Bill: So before we dive into the Florida game itself, let’s lay out the stakes: In your opinion, how many games does Barry Odom need to win in November to feel safe about his job status at the end of the Arkansas game? Tramel: If it were up to me, Barry wouldn’t have to win another game to be back next year. Unfortunately, a majority of the fans and the AD don’t agree. But to answer your question, in order to feel 100% safe, Mizzou needs to be 7-5 following the Arkansas game.
Bill: So the state of Idaho has produced Harmon Killebrew and Picabo Street. Has it also produced a team that’s going to beat Missouri on Saturday? Tramel: I’m not quite ready to call the Idaho upset, but the Vandals absolutely have my full attention. There is something unsettling about this team.
Bill: Alright, Tramel, you have the floor. Tell me how Missouri beats Georgia tomorrow. Tramel: It’s elementary, my friend. Here are the four things that Missouri must do in order to leave Athens victorious. 1. Drew Lock and the receivers have to be in sync on the deep balls2. Missouri has to force a minimum of two turnovers while committing none themselves2a. Those turnovers must result in at least 10 points for Missouri3.
Muck Rack makes it simple to find people, tweets, or articles that mention any name, keyword, company, hashtag etc. We've compiled this guide to help you make the most of your search.
Selecting a term
Start searching tweets, articles from media outlets, articles mentioned in tweets, journalists'
names, titles and bios with some suggested searches:
Companies or Topics (e.g. iPhone, Microsoft)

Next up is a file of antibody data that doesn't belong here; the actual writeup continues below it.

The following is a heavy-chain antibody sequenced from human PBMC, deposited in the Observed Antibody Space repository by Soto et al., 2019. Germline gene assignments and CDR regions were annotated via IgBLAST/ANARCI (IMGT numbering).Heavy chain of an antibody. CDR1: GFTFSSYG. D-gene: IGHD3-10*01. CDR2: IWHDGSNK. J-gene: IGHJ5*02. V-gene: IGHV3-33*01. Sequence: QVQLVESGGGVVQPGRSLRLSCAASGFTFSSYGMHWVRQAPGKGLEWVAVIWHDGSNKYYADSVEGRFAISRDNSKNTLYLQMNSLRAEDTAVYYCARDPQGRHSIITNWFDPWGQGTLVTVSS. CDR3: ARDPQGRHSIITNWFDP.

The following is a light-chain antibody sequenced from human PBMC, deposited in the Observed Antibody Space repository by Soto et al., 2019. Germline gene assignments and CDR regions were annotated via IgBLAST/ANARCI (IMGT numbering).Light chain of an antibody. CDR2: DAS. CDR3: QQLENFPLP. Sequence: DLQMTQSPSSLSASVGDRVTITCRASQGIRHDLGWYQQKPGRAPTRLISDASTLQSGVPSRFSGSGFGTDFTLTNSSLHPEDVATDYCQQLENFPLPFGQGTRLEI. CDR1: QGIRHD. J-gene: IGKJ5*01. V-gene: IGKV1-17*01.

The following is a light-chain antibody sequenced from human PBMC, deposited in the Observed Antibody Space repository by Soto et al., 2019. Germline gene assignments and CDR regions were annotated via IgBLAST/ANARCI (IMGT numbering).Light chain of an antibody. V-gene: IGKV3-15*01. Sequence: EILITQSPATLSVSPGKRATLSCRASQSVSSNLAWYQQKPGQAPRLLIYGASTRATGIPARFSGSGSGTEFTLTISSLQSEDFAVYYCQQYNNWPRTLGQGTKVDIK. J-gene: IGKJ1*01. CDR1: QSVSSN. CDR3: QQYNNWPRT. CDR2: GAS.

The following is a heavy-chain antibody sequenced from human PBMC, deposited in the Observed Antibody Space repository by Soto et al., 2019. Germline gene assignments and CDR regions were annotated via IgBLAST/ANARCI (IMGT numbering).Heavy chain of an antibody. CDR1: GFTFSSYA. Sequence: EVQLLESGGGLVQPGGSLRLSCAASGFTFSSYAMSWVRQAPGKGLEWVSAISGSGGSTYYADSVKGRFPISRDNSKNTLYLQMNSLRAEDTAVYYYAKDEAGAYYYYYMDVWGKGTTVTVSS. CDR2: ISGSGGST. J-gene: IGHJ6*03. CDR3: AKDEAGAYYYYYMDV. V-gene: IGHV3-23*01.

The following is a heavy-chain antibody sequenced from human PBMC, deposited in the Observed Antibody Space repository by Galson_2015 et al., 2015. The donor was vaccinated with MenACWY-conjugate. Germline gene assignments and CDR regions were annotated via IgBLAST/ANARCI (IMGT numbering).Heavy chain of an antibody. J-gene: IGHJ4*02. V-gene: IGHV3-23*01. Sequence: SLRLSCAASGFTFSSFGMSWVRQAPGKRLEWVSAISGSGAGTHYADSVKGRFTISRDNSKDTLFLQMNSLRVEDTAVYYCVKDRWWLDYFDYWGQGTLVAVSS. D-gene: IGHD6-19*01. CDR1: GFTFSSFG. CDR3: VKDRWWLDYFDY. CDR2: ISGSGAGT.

Phrases (e.g. "cloud computing") — use quotes to keep the terms together
Twitter handles (e.g. @username) — returns those who have mentioned or replied to
Names (e.g. "David Pogue")
Hashtags (e.g. #sxsw, #london2012)
Bio details (e.g. vegan, Olympics, father)
Muck Rack's Advanced Search allows for many boolean operators.
Find results that mention multiple specified terms, use AND or
+. For example, ensure each result contains both Elon Musk and Mark Zuckerberg by
searching Musk AND Zuckerberg or Musk + Zuckerberg.
Use the operators OR or , to broaden your search when you'd like either of
multiple terms to appear in results. (This is the default behavior of our search when no operators
are used). For example, results will contain either cake or cookie by searching cake OR cookie or cake,cookie
Use NOT or - to subtract results from your search. For
example, searching Disney will yield results about the Walt Disney Company as well as Walt Disney
World Resort. To exclude mentions of Disney World, search for Disney -World or Disney
When using one of these operators with a phrase, enclose it in quotation marks. For example, you can
find results about smartphones excluding Apple's iPhone 4S by searching smartphone -"iPhone
Exact case matching or punctuation
If you're searching for a brand name or keyword that relies on specific punctuation marks or capitalization, you can
find results that match your exact query by adding matchcase: before the keyword you're searching for, like matchcase:E*TRADE .
Use parentheses to separate multiple
boolean phrases. For example, to find journalists talking about having fun in Disney World or
Disneyland, search for ("disney world" OR disneyland) AND fun.
An asterisk can be used to search for any variation of a root word truncated by the asterisk. For example, searching for admin* will return results for administrator, administration, administer, administered, etc.
A near operator is an AND operator where you can control the distance between the words. You can vary the distance the near operation uses by adding a forward slash and number (between 0-99) such as strawberries NEAR/10 "whipped cream", which means the strawberries must exist within 10 words of "whipped cream".